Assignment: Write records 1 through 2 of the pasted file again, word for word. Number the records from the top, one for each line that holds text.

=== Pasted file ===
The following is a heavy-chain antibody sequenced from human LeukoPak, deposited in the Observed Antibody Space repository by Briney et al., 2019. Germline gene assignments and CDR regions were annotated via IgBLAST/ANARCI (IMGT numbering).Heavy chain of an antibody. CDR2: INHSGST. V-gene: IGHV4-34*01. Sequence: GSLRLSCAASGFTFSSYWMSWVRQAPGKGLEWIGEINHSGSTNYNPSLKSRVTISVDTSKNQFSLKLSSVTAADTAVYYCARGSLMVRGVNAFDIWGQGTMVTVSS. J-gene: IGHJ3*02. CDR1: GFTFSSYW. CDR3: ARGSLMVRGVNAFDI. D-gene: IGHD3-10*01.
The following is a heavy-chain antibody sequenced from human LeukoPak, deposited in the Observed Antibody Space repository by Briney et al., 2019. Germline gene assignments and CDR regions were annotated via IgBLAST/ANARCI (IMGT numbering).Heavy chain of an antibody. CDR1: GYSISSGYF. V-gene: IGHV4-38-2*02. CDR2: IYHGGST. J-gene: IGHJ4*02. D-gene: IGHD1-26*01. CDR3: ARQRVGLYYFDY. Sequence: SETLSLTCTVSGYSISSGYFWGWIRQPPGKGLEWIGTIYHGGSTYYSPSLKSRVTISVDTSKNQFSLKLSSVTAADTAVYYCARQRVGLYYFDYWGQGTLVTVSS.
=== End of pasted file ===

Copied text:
The following is a heavy-chain antibody sequenced from human LeukoPak, deposited in the Observed Antibody Space repository by Briney et al., 2019. Germline gene assignments and CDR regions were annotated via IgBLAST/ANARCI (IMGT numbering).Heavy chain of an antibody. CDR2: INHSGST. V-gene: IGHV4-34*01. Sequence: GSLRLSCAASGFTFSSYWMSWVRQAPGKGLEWIGEINHSGSTNYNPSLKSRVTISVDTSKNQFSLKLSSVTAADTAVYYCARGSLMVRGVNAFDIWGQGTMVTVSS. J-gene: IGHJ3*02. CDR1: GFTFSSYW. CDR3: ARGSLMVRGVNAFDI. D-gene: IGHD3-10*01.
The following is a heavy-chain antibody sequenced from human LeukoPak, deposited in the Observed Antibody Space repository by Briney et al., 2019. Germline gene assignments and CDR regions were annotated via IgBLAST/ANARCI (IMGT numbering).Heavy chain of an antibody. CDR1: GYSISSGYF. V-gene: IGHV4-38-2*02. CDR2: IYHGGST. J-gene: IGHJ4*02. D-gene: IGHD1-26*01. CDR3: ARQRVGLYYFDY. Sequence: SETLSLTCTVSGYSISSGYFWGWIRQPPGKGLEWIGTIYHGGSTYYSPSLKSRVTISVDTSKNQFSLKLSSVTAADTAVYYCARQRVGLYYFDYWGQGTLVTVSS.